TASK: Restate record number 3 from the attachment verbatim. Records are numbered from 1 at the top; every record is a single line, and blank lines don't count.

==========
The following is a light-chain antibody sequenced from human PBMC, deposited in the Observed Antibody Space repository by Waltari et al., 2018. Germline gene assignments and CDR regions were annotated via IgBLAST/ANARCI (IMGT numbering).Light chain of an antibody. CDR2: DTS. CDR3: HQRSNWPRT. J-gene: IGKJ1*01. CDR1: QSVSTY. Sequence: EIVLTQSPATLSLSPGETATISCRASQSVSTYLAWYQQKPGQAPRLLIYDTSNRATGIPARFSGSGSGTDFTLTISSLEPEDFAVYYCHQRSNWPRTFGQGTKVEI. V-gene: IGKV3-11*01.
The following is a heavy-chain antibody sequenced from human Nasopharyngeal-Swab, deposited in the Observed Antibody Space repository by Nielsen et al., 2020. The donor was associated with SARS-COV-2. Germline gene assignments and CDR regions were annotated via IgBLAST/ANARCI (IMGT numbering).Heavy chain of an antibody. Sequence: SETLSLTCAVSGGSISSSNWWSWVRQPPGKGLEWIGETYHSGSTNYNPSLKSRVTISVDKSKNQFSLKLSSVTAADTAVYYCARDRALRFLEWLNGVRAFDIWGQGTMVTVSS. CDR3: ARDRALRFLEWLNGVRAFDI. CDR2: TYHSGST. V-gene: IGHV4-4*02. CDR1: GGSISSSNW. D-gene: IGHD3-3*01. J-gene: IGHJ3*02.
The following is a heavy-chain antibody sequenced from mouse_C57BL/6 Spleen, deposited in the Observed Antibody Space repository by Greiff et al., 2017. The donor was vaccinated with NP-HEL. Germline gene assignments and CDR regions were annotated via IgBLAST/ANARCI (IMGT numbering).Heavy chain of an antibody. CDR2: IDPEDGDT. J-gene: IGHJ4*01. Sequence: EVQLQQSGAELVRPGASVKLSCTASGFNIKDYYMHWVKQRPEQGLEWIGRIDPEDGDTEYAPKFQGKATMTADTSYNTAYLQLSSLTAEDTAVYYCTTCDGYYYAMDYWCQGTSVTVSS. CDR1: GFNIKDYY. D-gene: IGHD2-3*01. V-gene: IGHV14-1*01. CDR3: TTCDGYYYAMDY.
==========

The following is a heavy-chain antibody sequenced from mouse_C57BL/6 Spleen, deposited in the Observed Antibody Space repository by Greiff et al., 2017. The donor was vaccinated with NP-HEL. Germline gene assignments and CDR regions were annotated via IgBLAST/ANARCI (IMGT numbering).Heavy chain of an antibody. CDR2: IDPEDGDT. J-gene: IGHJ4*01. Sequence: EVQLQQSGAELVRPGASVKLSCTASGFNIKDYYMHWVKQRPEQGLEWIGRIDPEDGDTEYAPKFQGKATMTADTSYNTAYLQLSSLTAEDTAVYYCTTCDGYYYAMDYWCQGTSVTVSS. CDR1: GFNIKDYY. D-gene: IGHD2-3*01. V-gene: IGHV14-1*01. CDR3: TTCDGYYYAMDY.